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Promotions, Competitions & Social Media. Legal perspective.

This is a guest blog by Danica Leys, Solicitor, BlandsLaw.Danica holds a  Bachelor of Laws from the University of New England, and a Bachelor of Science (Agriculture) degree from the University of Sydney. Danica Tweets and blogs regularly..

There are various rules and regulations that govern the running of competition and giveaway promotions in Australia. With the advent of social media as a platform for running these competitions it is important to be aware of, and abide by the numerous rules that apply. This blog is not designed to be a comprehensive description of all the rules that need to be adhered to on the running of competitions, as the individual circumstance will vary in each case. Rather, we hope it provides a broad overview of some of the issues to consider when running a competition.

Competitions generally.

In all competitions, no matter the form, it is very important to be honest in dealings with the public. The new Australian Consumer Law (ACL), which is contained in a Schedule to the Competition and Consumer Act 2010 (the new name for the Trade Practices Act 1974), deals with giveaways and competitions at s32. This section sets out the provisions in relation to competitions specifically. It states that promoters, advertisers and sellers need to honour any promises made to give gifts or provide prizes or provide other free items or services.

 

There is also a section within the ACL that deals with misleading and deceptive conduct which applies to all dealings with consumers, not just in a competition sense. This section, as the name states, prohibits businesses from engaging in behaviour which actually, or is likely to, mislead or deceive. This can cover a wide range of circumstances and may include lying to consumers, leading them to a wrong conclusion, creating a false impression, leaving out or hiding important information or making false or inaccurate claims.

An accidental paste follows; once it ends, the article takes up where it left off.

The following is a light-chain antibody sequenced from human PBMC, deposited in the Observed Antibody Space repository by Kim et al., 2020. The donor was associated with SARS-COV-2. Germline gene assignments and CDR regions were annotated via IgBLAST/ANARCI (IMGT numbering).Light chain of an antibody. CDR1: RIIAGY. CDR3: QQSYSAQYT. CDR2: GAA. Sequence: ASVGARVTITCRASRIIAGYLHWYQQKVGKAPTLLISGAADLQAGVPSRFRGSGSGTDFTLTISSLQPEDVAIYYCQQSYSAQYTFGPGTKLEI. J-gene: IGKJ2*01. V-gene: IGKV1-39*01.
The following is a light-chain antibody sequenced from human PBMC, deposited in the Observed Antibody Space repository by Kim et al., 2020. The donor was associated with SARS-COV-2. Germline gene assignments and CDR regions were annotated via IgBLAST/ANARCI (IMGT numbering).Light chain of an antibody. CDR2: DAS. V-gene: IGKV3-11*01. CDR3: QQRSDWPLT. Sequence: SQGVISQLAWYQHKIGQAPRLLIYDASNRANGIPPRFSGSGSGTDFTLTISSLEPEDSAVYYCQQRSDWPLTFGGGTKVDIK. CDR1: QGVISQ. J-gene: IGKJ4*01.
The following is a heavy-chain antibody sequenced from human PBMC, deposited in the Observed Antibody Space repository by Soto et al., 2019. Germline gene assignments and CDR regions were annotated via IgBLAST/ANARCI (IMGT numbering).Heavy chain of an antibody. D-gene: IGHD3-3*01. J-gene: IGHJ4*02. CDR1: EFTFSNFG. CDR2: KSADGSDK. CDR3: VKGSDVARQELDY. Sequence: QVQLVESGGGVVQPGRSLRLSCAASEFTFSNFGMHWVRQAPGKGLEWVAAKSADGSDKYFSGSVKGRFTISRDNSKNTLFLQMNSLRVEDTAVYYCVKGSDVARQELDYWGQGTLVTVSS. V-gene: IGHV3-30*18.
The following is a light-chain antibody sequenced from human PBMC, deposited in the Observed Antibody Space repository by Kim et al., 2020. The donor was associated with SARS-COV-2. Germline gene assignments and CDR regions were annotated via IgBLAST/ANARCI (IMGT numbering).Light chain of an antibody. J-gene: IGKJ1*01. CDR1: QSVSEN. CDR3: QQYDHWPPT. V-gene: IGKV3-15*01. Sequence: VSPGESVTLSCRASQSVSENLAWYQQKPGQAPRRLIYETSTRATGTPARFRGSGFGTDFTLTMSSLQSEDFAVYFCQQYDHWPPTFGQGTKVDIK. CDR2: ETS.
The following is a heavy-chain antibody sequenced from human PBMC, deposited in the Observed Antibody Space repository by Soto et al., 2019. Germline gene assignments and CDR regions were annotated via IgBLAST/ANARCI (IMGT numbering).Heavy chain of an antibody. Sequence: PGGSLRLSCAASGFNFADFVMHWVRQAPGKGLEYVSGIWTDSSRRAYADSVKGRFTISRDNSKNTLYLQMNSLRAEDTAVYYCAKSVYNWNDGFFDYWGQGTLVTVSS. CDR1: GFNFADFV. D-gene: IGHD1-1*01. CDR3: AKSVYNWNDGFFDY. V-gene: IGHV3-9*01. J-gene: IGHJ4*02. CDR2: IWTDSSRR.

In addition to this, there may be various laws which govern the running of competitions in each state. In NSW for example, NSW Fair Trading investigates competitions or offers where businesses have no intention of providing any prizes. The running of trade lotteries and games of chance is governed by the NSW Office of Liquor, Gaming and Racing. Briefly though, these two bodies require that traders disclose the terms and conditions of their competition. These terms and conditions need to be provided before the gift or prize is made available to the customer. Also, the trader needs to ensure that they are not ‘disguising’ the cost of the free gift or prize by including it in a selling price, and needs to supply goods that are the same as those offered. Traders need to apply through the NSW Office of Liquor, Gaming and Racing to be granted a licence to hold a competition.

 

Social Media Competitions.

 

There can be a tendency to think that competitions held on social media are not held to the same standard as those that are not. It is wrong to think this way, as all the standard rules outlined above still apply. In addition to these rules though, each individual platform may have its own set of rules that it requires promoters to abide by also. For example, Facebook has a ‘Promotions Guidelines’ document which requires, for example, that Facebook is fully released from any legal action as a result of the running of a competitions and a statement that prohibits the use of  the ‘Like’ button as a voting mechanism for a promotion. It is important to read and understand these policies prior to mounting a competition on a social media platform.

 

Blog post by Danica Leys, Solicitor, BlandsLaw.

 

 

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